As the afternoon began to wind down even us non-twisty-folk couldn’t resist watching the final few rounds of the speed-cubing competition –those guys are seriously amazing – how the heck they achieve that many moves per second is beyond me – let alone doing the moves that fast without the cubes flying apart – and actually solving the things at the same time – Respect.

After things had come to a formal end, we helped Wil pack up the puzzle-mobile before we wandered back to the station to get the train into The Hague, where we said goodbye to Louis and found Taus and Isabel in Starbucks. The five of us headed out on the same train to Schiphol, Taus puzzling away furiously, before going our separate ways…
Another great weekend’s puzzling courtesy of the Nederlandse Kubus Club – thanks guys – that was great … again! :-)

Friday, 25 October 2013

Kohfuh confuses!

I first met Kohfuh Satoh in Washington DC while I was wandering around at the puzzle party – he’d recognised my name tag and tied it to the blog and we ended up chatting a bit and swapping business cards – his had the fold lines for making up a lotus flower on them and I now have a cute folded lotus in one of my puzzle cabinets. :- )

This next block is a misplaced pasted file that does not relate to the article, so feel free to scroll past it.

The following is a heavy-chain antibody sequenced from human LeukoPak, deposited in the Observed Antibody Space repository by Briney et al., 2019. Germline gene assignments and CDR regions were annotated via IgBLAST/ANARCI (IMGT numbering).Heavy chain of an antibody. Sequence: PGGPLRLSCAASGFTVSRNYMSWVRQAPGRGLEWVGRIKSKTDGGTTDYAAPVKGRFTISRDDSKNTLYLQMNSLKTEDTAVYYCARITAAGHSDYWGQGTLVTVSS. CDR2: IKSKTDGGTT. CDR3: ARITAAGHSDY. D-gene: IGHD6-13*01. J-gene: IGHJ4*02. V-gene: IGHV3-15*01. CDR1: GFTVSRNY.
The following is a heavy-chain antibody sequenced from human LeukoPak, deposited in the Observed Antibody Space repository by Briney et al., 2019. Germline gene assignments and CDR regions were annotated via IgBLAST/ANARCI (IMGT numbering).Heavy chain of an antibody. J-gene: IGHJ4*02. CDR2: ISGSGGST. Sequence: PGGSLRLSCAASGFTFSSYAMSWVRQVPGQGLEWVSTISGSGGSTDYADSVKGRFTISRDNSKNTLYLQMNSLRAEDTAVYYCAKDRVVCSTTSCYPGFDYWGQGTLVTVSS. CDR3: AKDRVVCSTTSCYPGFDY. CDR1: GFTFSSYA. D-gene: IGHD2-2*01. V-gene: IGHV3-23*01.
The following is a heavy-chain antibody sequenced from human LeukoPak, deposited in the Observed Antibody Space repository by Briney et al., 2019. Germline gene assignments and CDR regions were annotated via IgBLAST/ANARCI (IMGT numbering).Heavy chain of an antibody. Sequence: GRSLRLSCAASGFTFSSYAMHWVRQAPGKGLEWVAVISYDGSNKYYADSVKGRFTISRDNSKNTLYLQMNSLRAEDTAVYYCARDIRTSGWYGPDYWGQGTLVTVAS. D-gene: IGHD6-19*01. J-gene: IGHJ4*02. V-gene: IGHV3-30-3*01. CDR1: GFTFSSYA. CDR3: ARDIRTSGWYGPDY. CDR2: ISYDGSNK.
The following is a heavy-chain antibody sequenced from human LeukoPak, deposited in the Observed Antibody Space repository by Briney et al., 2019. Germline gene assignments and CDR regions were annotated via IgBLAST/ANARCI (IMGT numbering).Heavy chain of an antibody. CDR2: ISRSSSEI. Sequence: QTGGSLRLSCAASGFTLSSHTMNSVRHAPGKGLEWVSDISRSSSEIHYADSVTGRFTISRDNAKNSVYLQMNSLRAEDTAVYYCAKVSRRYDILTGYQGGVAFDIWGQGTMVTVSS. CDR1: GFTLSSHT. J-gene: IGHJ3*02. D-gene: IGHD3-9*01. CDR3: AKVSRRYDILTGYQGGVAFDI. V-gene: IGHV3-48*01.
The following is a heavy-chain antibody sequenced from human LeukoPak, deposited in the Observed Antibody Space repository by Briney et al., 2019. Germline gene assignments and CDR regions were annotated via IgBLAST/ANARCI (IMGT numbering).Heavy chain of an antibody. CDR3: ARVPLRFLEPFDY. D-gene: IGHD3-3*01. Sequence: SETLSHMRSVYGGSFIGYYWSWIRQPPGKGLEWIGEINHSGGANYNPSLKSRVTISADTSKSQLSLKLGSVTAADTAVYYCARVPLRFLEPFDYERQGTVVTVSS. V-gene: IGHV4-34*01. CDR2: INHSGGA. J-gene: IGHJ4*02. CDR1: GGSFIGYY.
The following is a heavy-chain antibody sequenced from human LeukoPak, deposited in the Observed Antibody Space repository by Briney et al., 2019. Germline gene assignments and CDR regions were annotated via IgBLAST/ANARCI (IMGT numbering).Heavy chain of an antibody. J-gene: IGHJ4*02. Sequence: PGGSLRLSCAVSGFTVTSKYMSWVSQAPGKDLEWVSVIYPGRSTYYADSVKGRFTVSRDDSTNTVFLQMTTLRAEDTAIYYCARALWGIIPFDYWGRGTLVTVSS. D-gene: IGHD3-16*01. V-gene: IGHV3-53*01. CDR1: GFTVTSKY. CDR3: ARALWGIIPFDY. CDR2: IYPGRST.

I hadn’t come across many of his puzzle designs before Washington, but I really enjoyed his entry into the Design Competition that year – so I was delighted when I found a bunch of his designs available for sale at Torito in Japan.

I loaded up…

First up is Kohfuh’s entry in last year’s Design Competition called “Chaplain”.

Your task is to make the shape of a bowler hat with the four simple pieces provided. It’s not super-difficult as a puzzle, but I found it really satisfying – there’s a lovely little trap to sucker you into doing the wrong thing, but once you’ve avoided that, it shouldn’t take you too long to solve.

Rect” is a set of five light wooden quadrilaterals and a dark wooden square - your task is to make a solid rectangle with all of the pieces, and then remove the odd coloured square and repeat the process.

This is a lovely straight-forward puzzle that provides a bit of a challenge – and I like the link between the two solutions – in fact that’s how I managed to find the second solution reasonably quickly…

One of the things I really like about Kohfuh’s puzzles are his packaging – he clearly puts a lot of effort into getting the packaging spot-on – this puzzle comes in a clear acrylic box, but he’s also included a Ziploc bag inside for keeping things together if you don’t hang onto the box … nice touch!